As kids, Gladwell and his brother sneaked into a neighbor’s cornfield and built a fort. His father discovered the fort, and was furious. Although they had only done about a dollar’s worth of damage to the cornfield, they had trespassed and defaced another person’s property, and therefore their actions, to their father, were immoral regardless of their consequences. “Wrong” and “harm” are separate concepts, Gladwell says, and “wrongfulness is not contingent on harmfulness.”
Gladwell argues that this is not how we make moral arguments today. Instead, we use harm as the criterion to determine whether an action is wrong.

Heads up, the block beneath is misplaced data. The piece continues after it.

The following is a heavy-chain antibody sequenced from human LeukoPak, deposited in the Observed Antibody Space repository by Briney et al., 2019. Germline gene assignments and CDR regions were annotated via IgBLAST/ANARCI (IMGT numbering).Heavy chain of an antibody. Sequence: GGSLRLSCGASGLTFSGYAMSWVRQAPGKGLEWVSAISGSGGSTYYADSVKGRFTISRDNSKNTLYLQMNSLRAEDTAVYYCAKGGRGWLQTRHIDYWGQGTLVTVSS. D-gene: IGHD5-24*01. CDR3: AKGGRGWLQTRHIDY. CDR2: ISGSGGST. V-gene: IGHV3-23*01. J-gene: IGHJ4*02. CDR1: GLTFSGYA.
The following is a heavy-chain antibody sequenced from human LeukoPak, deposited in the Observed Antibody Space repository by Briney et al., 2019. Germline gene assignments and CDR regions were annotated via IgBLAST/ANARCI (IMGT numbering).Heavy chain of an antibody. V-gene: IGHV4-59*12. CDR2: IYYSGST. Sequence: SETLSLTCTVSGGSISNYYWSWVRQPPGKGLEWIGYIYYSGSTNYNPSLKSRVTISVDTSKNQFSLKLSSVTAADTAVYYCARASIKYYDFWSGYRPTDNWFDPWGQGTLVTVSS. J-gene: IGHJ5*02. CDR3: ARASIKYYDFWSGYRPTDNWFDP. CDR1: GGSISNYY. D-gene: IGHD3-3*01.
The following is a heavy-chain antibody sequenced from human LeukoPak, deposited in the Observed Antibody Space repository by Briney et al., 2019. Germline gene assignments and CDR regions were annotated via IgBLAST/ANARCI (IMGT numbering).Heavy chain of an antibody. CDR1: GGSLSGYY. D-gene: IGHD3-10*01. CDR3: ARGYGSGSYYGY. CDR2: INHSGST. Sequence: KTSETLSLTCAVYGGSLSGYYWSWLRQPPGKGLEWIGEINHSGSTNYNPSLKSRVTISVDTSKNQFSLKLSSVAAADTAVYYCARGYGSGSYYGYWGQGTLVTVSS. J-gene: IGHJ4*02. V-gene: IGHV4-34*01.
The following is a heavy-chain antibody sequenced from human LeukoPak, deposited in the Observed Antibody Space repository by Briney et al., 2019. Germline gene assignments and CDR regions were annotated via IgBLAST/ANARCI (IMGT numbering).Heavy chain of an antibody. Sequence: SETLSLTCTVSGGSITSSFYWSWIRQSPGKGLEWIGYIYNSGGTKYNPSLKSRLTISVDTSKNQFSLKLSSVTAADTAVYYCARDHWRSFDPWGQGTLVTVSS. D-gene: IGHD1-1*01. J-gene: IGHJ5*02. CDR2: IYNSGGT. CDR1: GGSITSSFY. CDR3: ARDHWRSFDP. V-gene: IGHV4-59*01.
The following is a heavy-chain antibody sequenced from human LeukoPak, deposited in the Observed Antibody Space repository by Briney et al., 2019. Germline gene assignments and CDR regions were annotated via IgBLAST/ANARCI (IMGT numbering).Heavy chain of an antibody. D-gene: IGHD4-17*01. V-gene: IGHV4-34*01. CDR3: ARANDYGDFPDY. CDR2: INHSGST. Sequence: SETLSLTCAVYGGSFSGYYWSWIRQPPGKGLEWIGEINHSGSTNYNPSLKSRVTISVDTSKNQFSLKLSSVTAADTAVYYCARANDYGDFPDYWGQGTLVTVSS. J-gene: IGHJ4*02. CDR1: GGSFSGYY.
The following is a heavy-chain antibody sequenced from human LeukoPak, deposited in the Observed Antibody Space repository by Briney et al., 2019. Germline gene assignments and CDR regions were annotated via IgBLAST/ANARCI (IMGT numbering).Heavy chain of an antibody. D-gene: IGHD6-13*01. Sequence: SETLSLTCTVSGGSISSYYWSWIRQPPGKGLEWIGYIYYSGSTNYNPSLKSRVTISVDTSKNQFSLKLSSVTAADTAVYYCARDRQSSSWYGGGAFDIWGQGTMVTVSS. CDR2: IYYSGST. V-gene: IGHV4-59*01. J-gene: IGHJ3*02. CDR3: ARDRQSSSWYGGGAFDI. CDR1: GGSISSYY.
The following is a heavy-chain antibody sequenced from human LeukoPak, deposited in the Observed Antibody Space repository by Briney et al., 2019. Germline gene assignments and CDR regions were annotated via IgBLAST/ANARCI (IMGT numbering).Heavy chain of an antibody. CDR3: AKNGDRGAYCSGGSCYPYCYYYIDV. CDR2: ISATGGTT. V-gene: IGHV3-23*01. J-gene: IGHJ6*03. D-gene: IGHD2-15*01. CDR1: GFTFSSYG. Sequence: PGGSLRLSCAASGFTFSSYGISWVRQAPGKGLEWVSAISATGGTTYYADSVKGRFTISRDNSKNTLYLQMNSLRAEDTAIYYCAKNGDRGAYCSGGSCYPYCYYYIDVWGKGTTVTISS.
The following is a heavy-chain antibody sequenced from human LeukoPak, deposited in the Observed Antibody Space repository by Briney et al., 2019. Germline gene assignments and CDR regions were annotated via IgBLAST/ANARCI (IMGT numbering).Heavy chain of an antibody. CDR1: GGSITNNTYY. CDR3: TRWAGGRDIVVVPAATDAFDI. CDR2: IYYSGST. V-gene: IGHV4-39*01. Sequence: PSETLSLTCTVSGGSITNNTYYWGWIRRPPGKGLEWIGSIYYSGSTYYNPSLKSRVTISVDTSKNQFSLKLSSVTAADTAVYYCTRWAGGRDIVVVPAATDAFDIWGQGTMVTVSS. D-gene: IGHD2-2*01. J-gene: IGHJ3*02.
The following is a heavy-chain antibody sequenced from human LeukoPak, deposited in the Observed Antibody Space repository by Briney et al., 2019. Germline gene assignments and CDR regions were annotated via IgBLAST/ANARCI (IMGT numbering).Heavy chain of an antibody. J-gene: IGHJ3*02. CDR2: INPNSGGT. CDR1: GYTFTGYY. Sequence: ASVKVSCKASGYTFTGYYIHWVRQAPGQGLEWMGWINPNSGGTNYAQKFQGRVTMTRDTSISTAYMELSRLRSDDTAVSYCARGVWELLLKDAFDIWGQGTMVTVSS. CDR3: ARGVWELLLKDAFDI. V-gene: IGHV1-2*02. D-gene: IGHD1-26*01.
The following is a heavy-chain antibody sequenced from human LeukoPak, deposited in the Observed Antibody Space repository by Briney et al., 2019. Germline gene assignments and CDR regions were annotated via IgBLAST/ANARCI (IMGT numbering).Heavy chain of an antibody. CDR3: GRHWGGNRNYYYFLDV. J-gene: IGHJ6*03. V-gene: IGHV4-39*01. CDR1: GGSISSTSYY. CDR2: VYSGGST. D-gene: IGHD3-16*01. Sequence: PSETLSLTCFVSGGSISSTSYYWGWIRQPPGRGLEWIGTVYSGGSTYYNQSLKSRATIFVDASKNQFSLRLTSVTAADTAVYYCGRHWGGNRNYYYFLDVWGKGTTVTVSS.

With this distinction in mind, Gladwell returns to the question of renaming Princeton’s Woodrow Wilson School of Public and International Affairs. The fact that a premier graduate school is named for an “unrepentant racist,” as Gladwell describes Wilson, is plainly wrong. But, instead of asking the school to acknowledge this, the protesters are attempting to prove that Wilson’s name does them harm. This, Gladwell argues, is a mistake.
- More Here